The price cap "will immediately cut into Putin's most important source of revenue," Yellen said.
The announcement is the culmination of months of effort by a coalition of countries, and Yellen commended the "hard work of our partners in achieving this outcome."
The agreement comes after a last-minute flurry of negotiations that saw Poland holding up the agreement as it sought to set the cap as low as possible. Following more than 24 hours of deliberations, Warsaw finally relented late on December 2.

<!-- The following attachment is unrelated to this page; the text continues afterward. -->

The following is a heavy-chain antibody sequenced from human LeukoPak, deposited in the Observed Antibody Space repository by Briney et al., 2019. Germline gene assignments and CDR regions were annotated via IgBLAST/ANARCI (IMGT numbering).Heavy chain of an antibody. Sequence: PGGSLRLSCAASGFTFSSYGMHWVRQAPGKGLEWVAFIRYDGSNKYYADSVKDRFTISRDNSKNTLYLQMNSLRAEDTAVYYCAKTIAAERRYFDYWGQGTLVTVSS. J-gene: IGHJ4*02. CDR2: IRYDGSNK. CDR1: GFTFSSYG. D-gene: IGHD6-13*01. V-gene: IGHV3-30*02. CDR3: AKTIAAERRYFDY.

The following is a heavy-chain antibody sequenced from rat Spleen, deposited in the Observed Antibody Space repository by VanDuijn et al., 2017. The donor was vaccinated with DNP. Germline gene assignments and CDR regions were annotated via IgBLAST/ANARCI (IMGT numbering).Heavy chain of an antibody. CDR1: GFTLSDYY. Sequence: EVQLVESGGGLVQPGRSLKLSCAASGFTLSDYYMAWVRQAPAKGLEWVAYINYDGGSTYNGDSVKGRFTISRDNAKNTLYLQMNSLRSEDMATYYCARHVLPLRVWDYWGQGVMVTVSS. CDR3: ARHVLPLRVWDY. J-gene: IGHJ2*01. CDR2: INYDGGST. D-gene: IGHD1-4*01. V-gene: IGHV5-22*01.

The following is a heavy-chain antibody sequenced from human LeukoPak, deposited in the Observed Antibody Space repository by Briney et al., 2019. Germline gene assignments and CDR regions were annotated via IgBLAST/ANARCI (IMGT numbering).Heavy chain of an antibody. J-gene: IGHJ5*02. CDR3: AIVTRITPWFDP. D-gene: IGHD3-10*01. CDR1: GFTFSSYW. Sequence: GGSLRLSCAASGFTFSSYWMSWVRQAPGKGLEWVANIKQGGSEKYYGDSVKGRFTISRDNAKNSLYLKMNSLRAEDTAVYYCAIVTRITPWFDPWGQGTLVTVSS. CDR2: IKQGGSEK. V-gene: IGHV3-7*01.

A joint G7 coalition statement said the group was "prepared to review and adjust the maximum price as appropriate," taking into account market developments and potential impacts on coalition members and low and middle-income countries.
The price cap will work by prohibiting shippers and insurance companies from handling cargoes of Russian crude unless it is sold at or below the price cap.
The world's key shipping and insurance firms are based in G7 countries, giving them leverage to set the price cap and make it difficult for Moscow to sell its oil for a higher price.
With reporting by AP